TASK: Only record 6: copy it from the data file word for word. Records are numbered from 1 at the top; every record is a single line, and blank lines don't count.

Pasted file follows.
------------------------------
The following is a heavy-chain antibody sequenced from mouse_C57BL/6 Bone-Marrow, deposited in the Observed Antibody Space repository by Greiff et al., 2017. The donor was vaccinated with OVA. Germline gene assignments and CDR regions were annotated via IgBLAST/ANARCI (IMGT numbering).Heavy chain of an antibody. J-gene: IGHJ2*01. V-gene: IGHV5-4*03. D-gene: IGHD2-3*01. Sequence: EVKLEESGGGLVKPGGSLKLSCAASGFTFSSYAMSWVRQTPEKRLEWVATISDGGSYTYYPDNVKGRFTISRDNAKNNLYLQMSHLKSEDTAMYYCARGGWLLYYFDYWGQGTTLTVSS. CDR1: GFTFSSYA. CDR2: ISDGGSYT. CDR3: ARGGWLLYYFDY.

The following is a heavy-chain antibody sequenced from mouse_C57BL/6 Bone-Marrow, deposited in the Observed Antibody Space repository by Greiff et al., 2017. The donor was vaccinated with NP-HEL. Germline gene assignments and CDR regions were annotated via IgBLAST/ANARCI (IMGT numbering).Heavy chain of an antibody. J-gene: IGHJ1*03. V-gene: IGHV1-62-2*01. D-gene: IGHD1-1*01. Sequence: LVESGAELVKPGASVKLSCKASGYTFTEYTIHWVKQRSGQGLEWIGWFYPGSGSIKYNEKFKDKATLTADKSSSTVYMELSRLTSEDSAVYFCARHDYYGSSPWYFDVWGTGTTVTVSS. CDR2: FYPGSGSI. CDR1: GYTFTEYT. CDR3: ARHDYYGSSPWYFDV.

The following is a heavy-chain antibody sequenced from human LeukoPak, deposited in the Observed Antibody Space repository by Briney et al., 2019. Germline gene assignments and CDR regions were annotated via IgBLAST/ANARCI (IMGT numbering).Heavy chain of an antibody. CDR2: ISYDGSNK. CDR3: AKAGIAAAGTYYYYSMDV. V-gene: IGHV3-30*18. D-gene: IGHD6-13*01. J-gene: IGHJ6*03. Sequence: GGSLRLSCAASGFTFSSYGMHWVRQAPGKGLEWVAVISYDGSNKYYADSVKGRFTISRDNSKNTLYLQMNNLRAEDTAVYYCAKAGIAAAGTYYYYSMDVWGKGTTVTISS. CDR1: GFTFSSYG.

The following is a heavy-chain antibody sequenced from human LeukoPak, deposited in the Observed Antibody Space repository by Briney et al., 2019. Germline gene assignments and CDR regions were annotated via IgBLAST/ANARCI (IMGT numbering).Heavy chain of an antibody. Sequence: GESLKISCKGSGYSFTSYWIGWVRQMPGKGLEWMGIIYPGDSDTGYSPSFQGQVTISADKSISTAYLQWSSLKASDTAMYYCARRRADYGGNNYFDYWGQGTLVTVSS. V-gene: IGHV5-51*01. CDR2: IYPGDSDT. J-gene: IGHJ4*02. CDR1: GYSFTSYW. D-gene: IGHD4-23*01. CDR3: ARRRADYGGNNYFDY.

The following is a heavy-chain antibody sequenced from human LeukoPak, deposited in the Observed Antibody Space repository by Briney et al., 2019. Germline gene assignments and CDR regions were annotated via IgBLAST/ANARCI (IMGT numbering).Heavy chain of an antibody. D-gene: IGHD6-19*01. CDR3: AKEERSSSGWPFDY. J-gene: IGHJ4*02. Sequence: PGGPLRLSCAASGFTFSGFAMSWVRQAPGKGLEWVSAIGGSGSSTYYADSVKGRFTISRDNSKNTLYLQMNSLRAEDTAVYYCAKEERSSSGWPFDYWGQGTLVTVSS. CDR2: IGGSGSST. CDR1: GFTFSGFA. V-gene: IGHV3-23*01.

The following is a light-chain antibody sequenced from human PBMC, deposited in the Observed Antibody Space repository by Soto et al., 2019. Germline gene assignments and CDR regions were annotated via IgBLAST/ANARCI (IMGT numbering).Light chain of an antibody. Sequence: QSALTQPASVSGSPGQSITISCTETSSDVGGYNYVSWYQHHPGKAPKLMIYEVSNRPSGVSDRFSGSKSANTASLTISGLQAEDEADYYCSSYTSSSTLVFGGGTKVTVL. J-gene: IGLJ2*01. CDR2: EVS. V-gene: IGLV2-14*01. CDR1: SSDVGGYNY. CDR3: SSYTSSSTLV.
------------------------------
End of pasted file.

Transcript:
The following is a light-chain antibody sequenced from human PBMC, deposited in the Observed Antibody Space repository by Soto et al., 2019. Germline gene assignments and CDR regions were annotated via IgBLAST/ANARCI (IMGT numbering).Light chain of an antibody. Sequence: QSALTQPASVSGSPGQSITISCTETSSDVGGYNYVSWYQHHPGKAPKLMIYEVSNRPSGVSDRFSGSKSANTASLTISGLQAEDEADYYCSSYTSSSTLVFGGGTKVTVL. J-gene: IGLJ2*01. CDR2: EVS. V-gene: IGLV2-14*01. CDR1: SSDVGGYNY. CDR3: SSYTSSSTLV.